We were discussing Holocaust education on child_lit, and a member forwarded an outline of her temple's planned seventh-grade Holocaust unit, which included a showing of Schindler's List. The outline noted, parenthetically, that "sexual content will be edited out." I thought of that this weekend when Richard and I saw The Black Book, a racy thriller from the director of Basic Instinct about a Dutch Jewess who gets involved in the Resistance after she sees her family shot by Nazis. When the Resistance head insinuatingly asks our heroine how far she's prepared to go in pursuit of bringing down a powerful German commander, I fully expected her to answer "at least as far as Sharon Stone did," and sure enough, we see her bottle-blonding her pubes as well as her head. It's an awfully dumb (R and I are divided on whether this was intentional) movie, with improbable escapes, melodramatic music, and lots of shots of the heroine stealthily, perkily, cutting her eyes from side to side as she enters yet another forbidden room or darkened alley. Very Alias meets Perils of Pauline. And very teen-friendly with its surfeit of sex and flesh, furious brain-spattering gun battles and double-crossing action-packed plot--there's even a nod to teen movie classic Carrie in one of the heroine's more disgusting humiliations.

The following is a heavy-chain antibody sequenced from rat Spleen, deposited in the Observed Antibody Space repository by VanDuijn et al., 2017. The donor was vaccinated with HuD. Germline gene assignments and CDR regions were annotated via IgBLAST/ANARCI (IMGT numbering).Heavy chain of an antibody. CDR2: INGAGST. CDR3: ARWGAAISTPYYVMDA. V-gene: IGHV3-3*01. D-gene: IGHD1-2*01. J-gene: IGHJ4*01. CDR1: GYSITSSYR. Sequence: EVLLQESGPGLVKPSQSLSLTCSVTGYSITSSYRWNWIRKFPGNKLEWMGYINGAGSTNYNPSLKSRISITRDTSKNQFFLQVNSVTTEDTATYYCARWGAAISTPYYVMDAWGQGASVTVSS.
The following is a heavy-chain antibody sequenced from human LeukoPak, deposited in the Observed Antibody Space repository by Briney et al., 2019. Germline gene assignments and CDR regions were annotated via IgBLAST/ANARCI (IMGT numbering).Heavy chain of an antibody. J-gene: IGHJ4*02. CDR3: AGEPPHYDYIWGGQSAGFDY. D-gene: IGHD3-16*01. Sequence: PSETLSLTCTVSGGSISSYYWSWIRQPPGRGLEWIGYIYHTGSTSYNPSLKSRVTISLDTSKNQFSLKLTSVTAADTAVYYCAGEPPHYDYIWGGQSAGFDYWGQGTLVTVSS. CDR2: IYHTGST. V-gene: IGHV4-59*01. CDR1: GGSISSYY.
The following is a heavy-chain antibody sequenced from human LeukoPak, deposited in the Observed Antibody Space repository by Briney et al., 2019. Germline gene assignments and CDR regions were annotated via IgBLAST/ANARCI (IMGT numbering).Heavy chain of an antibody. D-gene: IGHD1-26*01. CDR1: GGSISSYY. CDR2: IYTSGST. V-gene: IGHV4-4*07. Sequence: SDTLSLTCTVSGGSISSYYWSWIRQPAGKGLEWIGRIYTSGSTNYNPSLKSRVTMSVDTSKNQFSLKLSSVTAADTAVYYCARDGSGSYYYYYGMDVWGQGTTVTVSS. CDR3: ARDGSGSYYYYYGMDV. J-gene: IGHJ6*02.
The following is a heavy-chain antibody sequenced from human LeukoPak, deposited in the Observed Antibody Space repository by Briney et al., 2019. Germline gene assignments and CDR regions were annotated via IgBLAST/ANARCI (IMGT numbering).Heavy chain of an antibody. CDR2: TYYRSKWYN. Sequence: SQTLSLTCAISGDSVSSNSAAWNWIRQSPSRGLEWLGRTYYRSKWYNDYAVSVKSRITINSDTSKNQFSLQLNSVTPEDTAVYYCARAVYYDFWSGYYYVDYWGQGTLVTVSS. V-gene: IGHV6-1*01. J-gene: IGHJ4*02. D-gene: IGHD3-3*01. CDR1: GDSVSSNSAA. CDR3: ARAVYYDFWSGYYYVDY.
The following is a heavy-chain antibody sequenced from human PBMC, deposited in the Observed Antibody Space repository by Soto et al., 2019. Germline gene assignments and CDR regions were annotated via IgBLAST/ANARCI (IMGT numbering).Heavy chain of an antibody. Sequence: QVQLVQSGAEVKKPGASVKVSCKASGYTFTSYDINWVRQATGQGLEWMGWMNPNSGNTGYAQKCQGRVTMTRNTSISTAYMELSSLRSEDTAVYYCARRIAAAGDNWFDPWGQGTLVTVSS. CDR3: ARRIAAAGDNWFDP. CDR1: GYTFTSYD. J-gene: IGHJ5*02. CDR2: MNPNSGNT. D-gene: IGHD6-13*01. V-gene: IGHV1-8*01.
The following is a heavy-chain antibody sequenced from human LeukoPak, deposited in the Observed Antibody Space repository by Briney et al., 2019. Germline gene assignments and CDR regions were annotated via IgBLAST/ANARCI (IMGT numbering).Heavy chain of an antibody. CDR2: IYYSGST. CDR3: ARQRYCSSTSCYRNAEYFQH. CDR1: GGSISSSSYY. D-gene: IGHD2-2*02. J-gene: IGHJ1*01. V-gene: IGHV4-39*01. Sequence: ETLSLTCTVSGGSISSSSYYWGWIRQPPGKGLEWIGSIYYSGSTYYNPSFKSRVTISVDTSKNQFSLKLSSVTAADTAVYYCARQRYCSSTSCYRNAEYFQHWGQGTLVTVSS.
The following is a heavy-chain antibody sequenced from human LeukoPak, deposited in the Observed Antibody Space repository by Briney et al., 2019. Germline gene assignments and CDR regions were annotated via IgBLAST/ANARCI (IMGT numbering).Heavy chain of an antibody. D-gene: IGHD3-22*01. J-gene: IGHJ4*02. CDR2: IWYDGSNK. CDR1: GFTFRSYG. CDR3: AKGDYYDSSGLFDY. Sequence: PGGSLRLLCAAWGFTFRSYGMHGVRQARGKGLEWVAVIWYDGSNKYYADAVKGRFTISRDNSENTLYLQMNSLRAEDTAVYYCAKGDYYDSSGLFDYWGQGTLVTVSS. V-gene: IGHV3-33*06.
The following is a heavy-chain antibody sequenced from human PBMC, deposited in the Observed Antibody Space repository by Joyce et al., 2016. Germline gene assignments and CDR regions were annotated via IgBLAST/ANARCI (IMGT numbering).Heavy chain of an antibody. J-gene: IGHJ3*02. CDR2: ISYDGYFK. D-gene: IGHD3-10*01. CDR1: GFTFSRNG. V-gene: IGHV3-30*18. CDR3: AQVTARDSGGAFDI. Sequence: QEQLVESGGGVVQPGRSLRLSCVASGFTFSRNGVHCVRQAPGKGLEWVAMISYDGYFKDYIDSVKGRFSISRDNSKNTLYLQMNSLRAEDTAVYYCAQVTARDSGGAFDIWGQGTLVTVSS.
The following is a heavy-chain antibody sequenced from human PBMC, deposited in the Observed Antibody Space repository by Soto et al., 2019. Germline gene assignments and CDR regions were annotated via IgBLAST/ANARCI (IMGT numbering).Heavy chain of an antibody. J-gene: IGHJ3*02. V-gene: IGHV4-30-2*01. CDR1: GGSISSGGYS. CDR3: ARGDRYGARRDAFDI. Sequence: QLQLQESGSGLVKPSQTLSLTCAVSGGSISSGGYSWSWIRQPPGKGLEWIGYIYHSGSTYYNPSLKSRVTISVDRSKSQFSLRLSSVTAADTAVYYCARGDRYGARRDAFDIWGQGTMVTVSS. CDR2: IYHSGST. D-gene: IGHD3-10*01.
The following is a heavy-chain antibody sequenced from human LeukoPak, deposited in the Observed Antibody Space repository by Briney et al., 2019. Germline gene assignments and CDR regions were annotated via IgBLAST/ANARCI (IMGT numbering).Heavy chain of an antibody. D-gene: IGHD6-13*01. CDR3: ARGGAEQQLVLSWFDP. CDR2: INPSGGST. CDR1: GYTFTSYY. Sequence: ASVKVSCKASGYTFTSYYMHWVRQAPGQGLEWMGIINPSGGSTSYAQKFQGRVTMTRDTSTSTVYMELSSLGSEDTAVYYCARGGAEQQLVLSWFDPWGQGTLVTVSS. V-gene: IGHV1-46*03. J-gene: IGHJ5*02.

It's certainly not a learn-about-the-Holocaust movie in the way that Schindler's List was. But the flaw of that movie was the way it wore its virtue on its sleeve, and the way it seemed to applaud its viewers for watching it: I felt like I was being congratulated for being a Morally Serious Person Made Even Better for watching it. This heavy handedness is also what makes it a high-school required-viewing staple, because there's no chance kids will miss the message. Black Book offers the same message but, daringly or dumbly, packages it in an entertainment; Schindler's List feels more like going to church (irony acknowledged). Compare and contrast--there's a high school term paper I would have loved to write!